The bedridden detective in Josephine Tey’s 1951 novel The Daughter of Time receives an important book from a friend; it’s accompanied by a brief note: “Can’t think why one never thinks of Public Libraries. Probably because books expected to be soupy. Think this looks quite clean and unsoupy.” Having been guilty in recent years of thinking that exact thing of libraries, I dug into my New Year’s resolutions and checked the book out from the depths of the Walker Library. It was kind of a weird novel for me to read since I’m a big fan of neither detective stories nor historical fiction, but author Josephine Tey manages to combine them into an enjoyable whole.

You know the old proverb that goes something like “if you introduce a gun in the first act, it must go off by the third?” I have a corollary that applies to historical novels: “if a book’s first page consists of a family tree, every name must be learned and forgotten by the reader before the end.” The family tree in question here is that of the English royal family during the Wars of the Roses. The mystery to be solved is that of Richard III and the murder of his two nephews. Laid up in bed with a busted leg, Scotland Yarder Alan Grant is driven (more by boredom than anything else) to play armchair detective and examine the common belief that Richard killed his nephews in order to clear a path to the throne for himself.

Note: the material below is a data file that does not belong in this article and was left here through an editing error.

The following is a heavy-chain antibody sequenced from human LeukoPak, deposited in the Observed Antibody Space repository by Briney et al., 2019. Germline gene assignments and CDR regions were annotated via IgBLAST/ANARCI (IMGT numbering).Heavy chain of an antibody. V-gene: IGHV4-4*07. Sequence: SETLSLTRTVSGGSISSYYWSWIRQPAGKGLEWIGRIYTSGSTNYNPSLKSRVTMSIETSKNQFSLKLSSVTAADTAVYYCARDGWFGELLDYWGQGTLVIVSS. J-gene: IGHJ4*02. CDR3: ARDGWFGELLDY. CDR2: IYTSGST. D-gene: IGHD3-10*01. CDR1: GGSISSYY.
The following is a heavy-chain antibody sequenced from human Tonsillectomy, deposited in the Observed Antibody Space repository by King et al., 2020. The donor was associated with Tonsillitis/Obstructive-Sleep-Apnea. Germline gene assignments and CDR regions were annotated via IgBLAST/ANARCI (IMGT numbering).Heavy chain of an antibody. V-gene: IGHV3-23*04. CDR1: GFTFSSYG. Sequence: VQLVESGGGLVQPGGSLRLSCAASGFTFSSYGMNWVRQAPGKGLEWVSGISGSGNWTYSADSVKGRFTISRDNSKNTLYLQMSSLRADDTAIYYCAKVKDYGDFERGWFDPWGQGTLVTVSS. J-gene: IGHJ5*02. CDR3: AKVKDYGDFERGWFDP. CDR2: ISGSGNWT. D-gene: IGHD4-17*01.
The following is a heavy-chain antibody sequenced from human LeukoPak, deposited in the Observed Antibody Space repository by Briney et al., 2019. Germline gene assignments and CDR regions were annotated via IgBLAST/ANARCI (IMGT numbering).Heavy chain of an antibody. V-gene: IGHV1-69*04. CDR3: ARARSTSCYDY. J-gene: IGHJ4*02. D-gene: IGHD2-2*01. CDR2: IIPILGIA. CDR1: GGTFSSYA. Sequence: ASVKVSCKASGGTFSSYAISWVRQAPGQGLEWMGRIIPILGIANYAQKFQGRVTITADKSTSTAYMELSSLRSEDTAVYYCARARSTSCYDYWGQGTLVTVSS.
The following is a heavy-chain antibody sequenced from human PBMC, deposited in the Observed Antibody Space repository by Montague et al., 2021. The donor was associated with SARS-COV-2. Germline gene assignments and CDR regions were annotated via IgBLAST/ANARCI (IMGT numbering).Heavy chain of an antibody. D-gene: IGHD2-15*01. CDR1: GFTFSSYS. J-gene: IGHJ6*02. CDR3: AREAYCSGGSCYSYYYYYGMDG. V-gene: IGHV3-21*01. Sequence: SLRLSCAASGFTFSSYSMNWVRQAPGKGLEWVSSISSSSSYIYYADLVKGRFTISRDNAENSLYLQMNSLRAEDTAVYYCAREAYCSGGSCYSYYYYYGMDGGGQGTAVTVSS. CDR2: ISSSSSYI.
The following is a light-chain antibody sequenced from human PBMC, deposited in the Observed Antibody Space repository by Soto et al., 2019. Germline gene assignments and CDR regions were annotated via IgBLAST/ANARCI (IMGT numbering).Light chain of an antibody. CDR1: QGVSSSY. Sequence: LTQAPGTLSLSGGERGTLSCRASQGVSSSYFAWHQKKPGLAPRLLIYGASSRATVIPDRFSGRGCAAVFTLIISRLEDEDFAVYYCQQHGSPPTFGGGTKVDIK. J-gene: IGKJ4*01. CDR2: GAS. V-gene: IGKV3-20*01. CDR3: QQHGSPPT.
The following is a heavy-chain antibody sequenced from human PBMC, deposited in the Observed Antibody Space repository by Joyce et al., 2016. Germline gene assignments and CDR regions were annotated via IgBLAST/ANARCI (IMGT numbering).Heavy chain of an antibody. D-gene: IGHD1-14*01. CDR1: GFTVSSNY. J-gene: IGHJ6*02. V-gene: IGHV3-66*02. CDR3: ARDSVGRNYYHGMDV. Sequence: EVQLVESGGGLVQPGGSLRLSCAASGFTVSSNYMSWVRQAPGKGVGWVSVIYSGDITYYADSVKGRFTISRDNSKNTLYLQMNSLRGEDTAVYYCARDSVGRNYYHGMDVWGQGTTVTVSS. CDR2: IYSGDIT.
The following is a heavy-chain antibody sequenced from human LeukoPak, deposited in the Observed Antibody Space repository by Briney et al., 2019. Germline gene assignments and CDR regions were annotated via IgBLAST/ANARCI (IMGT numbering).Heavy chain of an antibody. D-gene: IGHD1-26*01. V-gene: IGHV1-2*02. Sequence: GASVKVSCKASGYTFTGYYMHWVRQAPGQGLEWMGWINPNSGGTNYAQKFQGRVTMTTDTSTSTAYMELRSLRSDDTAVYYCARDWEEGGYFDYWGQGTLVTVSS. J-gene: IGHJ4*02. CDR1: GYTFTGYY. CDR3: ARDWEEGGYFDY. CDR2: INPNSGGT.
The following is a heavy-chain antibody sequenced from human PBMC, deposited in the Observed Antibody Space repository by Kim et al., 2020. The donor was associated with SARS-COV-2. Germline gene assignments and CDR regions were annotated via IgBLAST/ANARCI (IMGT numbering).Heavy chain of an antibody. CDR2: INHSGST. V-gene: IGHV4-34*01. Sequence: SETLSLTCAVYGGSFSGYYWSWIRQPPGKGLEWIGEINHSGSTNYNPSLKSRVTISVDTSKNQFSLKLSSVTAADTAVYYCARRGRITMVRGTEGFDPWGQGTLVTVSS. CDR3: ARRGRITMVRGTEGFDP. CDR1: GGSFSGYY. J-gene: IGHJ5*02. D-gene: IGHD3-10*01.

What’s interesting about the novel isn’t what Grant discovers about the murder or the Lancasters or Yorks or Plantagenets (I’ve already forgotten all the names in that family tree), but what he discovers about the production of history. Despite the fact that everyone knows that Richard had his nephews offed — it’s in Shakespeare, for crying out loud — Grant becomes increasingly distressed at the complete lack of evidence implicating the king. As the book progresses, Grant discovers an unsettling fact about history: a lot of it just isn’t true. Gossip and hearsay spread and worm their way into history books, eventually trumping actual facts, becoming “a completely untrue story grown to legend while the men who knew it to be untrue looked on and said nothing.”

I’m counting on my fingers, and realizing that a sizable percentage of this weblog’s regular readers are trained and/or practicing historians; the unreliability of received knowledge is probably old news to y’all, and in that case, thanks for humoring me. At any rate, The Daughter of Time is a nice, breezy read; any book that manages to attack weighty historical questions in the form of an armchair detective novel without getting thoroughly bogged down in logy dialogue deserves some credit.